independent powered mobility device (PMD) users. They experienced many accessibility problems in dwellings and in society, described similarly by users of PW and PS. Men and women experienced their use of (PMD differently, especially in relation to the service delivery process.

Conclusion

The study contributes with new knowledge on accessibility for PW and PS users and related service delivery processes, stating that gender differences regarding provision and
training must be taken into account. Occupational therapists can contribute to an enhanced understanding of the PMD users’ challenges in person-environment-occupation transactions in the home and society, and thereby promote occupational justice for PMD users.

Study Name

Publication

AMERICAN FAMILY PHYSICIAN Journal

Objective

Disability and mobility problems increase with age. Assistive devices such as canes, crutches, and walkers can be used to increase a patient's base of support, improve balance, and increase activity and independence, but they are not without significant musculoskeletal and metabolic demands. Most patients with assistive devices have never been instructed on the proper use and often have devices that are inappropriate, damaged, or are of the incorrect height.

Methods

Selection of a suitable device depends on the patient's strength, endurance, balance, cognitive function, and environmental demands.

Results

anes can help redistribute weight from a lower extremity that is weak or painful, improve stability by increasing the base of support, and provide tactile information about the ground to improve balance. Crutches are useful for patients who need to use their arms for weight bearing and propulsion and not just for balance.


Walkers improve stability in those with lower extremity weakness or poor balance and facilitate improved mobility by increasing the patient's base of support and supporting the patient's weight. Walkers require greater attentional demands than canes and make using stairs difficult. The top of a cane or walker should be the same height as the wrist crease when the patient is standing upright with arms relaxed at his or her sides.

Conclusion

A cane should be held contralateral to a weak or painful lower extremity and advanced simultaneously with the contralateral leg. Clinicians should routinely evaluate their patients' assistive devices to ensure proper height, fit, and maintenance, and also counsel patients on correct use of the device.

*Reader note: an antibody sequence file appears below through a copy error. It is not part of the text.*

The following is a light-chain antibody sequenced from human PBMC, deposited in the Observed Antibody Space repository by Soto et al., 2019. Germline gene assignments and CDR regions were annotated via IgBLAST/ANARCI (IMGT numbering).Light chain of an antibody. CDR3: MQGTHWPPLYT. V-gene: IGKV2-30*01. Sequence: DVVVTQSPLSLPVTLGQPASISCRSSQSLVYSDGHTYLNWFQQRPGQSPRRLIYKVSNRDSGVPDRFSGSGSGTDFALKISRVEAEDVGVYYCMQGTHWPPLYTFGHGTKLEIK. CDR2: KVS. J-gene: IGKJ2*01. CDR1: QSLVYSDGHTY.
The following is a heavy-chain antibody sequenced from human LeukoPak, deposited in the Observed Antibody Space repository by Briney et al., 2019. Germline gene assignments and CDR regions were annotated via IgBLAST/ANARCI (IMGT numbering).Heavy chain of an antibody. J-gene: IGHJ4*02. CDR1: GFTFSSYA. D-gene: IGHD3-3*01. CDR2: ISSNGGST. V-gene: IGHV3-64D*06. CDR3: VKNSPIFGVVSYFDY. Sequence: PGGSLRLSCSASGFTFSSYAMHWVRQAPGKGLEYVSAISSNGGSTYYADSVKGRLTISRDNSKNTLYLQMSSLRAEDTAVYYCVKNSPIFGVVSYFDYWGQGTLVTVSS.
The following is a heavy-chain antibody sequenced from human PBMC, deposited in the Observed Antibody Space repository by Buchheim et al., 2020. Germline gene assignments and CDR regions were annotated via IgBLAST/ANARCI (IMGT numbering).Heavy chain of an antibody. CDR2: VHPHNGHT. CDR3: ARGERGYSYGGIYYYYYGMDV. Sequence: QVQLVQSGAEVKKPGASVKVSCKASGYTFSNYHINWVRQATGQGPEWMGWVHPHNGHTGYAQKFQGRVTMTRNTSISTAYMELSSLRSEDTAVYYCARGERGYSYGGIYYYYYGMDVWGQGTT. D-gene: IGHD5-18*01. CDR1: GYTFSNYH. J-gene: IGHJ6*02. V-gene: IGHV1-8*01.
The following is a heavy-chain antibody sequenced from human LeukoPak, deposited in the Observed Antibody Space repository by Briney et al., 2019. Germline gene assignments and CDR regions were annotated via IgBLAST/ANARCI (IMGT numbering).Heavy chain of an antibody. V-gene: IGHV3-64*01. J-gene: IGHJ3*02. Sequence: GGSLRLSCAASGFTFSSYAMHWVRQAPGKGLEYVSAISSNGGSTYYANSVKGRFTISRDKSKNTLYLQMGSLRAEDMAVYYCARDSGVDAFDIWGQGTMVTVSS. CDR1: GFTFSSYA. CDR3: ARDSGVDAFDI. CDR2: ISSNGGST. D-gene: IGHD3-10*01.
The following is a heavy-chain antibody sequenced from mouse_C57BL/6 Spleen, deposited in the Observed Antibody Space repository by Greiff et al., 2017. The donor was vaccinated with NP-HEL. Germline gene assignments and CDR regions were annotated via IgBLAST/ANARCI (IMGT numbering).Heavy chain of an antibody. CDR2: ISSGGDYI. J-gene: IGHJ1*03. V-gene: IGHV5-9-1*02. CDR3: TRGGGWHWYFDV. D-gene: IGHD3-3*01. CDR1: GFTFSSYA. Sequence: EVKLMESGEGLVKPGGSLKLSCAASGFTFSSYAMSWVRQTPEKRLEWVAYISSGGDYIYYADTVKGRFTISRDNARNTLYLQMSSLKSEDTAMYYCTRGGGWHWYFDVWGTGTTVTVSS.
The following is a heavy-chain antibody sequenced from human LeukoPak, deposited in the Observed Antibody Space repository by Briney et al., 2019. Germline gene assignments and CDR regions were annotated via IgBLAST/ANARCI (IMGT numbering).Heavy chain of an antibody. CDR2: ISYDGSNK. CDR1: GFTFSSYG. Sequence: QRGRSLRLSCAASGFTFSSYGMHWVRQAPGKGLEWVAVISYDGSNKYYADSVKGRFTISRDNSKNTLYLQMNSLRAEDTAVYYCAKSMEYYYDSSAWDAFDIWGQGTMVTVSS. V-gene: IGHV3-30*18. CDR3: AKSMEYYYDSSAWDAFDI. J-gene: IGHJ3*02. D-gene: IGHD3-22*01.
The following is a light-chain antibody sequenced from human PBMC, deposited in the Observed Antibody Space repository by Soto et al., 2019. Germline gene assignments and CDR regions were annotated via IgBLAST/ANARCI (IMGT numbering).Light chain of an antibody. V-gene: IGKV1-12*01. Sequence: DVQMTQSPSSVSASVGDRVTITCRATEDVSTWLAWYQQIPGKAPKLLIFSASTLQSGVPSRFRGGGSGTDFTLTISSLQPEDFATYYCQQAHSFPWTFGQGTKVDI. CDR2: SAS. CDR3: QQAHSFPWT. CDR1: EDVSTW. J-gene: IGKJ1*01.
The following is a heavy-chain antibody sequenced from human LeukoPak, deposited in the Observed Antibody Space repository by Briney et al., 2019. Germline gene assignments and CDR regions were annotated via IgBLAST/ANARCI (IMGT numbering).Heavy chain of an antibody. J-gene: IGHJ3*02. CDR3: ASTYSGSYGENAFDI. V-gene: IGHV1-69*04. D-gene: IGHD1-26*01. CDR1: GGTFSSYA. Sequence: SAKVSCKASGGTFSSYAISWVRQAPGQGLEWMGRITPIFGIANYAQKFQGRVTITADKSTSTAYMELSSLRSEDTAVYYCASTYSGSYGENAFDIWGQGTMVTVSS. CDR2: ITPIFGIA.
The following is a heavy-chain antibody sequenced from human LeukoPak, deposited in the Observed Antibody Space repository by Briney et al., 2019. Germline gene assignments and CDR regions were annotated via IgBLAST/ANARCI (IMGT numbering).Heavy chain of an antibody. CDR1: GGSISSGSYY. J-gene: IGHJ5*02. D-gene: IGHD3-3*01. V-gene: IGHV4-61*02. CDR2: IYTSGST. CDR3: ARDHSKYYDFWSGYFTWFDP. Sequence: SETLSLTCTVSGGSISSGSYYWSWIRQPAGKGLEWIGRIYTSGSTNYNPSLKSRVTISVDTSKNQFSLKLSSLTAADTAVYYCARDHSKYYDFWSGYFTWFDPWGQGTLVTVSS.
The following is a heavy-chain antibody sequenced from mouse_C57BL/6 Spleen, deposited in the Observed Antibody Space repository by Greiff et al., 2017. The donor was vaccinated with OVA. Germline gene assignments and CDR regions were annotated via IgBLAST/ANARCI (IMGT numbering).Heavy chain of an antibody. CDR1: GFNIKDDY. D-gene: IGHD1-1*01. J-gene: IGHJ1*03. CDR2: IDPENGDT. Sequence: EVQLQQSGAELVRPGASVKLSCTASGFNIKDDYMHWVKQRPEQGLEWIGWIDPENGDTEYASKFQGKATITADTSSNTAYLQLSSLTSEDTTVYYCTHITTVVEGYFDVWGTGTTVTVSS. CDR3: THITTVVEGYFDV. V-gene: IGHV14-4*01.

Study Name

Publication

Taylor & Francis Journal

Objective

An intelligent rollator (IRO) was developed that aims at obstacle detection and guidance to avoid collisions and accidental falls. The IRO is a retrofit four-wheeled rollator with an embedded computer, two solenoid brakes, rotation sensors on the wheels and IR-distance sensors.

Methods

The value reported by each distance sensor was compared in the computer to a nominal distance. Deviations indicated a present obstacle and caused activation of one of the brakes in order to influence the direction of motion to avoid the obstacle.

Results

The IRO was tested by seven healthy subjects with simulated restricted and blurred sight and five stroke subjects on a standardised indoor track with obstacles. All tested subjects walked faster with intelligence deactivated. Three out of five stroke patients experienced more detected obstacles with intelligence activated.

Conclusion

This suggests enhanced safety during walking with IRO. Further studies are required to explore the full value of the IRO.

Study Name

Publication

Institude of Electrical and Electronics Engineers

Objective

In this context, the authors aim to propose a protocol for an innovative gait analysis that addresses some benefits and limitations of these devices on the rehabilitation process, by addressing a multivariate analysis of spatiotemporal and kinematic gait parameters assessed during normal and assisted ambulation with a walker with forearm supports.

Methods

For the 3D-reconstruction of the body segments it was used a movement analysis system.

Results

Results showed that the effects of assisted gait can be explained through support, energy consumption, posture and balance characteristics.

Conclusion

These results are very satisfactory since aspects regarding these characteristics enhance the rehabilitation potential of the use of walkers with forearm supports. These results will be used to advance towards an active robotic walker that will provide for safety and natural manoeuvrability and offer a certain degree of intelligence in assistance and decision-making.

Study Name

Publication

Spine Deformity

Objective

The purpose of this study is to compare and contrast the benefits of walking sticks versus a walker on the trunk and lower extremity muscular control in patients with adult degenerative scoliosis (ADS).

Methods

Twenty ADS patients with symptomatic degenerative scoliosis performed over-ground walking at self-selected speed under 3 testing conditions: 1) with walking sticks (WS); 2) with walker (WR); and 3) without any device (ND). Trunk and lower extremity peak muscle activation, time to peak muscle activity, muscle duration, muscle onset, and integrated electromyography (iEMG) were measured and compared.